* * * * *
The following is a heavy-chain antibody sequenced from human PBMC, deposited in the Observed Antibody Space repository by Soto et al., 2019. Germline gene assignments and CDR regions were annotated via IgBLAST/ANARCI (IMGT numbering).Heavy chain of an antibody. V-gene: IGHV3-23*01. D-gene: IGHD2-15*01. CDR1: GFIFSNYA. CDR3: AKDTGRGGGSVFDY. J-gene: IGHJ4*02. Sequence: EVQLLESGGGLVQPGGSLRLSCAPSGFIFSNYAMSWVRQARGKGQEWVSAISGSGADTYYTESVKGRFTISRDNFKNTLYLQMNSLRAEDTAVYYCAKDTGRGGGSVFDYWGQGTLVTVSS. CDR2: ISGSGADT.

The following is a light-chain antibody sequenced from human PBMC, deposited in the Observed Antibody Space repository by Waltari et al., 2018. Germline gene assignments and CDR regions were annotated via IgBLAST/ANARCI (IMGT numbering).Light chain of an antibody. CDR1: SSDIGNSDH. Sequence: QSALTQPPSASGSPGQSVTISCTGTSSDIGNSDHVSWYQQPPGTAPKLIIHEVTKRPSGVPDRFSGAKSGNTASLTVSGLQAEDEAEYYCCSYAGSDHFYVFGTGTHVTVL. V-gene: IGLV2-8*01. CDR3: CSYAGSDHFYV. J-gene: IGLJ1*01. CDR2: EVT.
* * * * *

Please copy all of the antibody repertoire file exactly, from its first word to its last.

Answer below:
The following is a heavy-chain antibody sequenced from human PBMC, deposited in the Observed Antibody Space repository by Soto et al., 2019. Germline gene assignments and CDR regions were annotated via IgBLAST/ANARCI (IMGT numbering).Heavy chain of an antibody. V-gene: IGHV3-23*01. D-gene: IGHD2-15*01. CDR1: GFIFSNYA. CDR3: AKDTGRGGGSVFDY. J-gene: IGHJ4*02. Sequence: EVQLLESGGGLVQPGGSLRLSCAPSGFIFSNYAMSWVRQARGKGQEWVSAISGSGADTYYTESVKGRFTISRDNFKNTLYLQMNSLRAEDTAVYYCAKDTGRGGGSVFDYWGQGTLVTVSS. CDR2: ISGSGADT.

The following is a light-chain antibody sequenced from human PBMC, deposited in the Observed Antibody Space repository by Waltari et al., 2018. Germline gene assignments and CDR regions were annotated via IgBLAST/ANARCI (IMGT numbering).Light chain of an antibody. CDR1: SSDIGNSDH. Sequence: QSALTQPPSASGSPGQSVTISCTGTSSDIGNSDHVSWYQQPPGTAPKLIIHEVTKRPSGVPDRFSGAKSGNTASLTVSGLQAEDEAEYYCCSYAGSDHFYVFGTGTHVTVL. V-gene: IGLV2-8*01. CDR3: CSYAGSDHFYV. J-gene: IGLJ1*01. CDR2: EVT.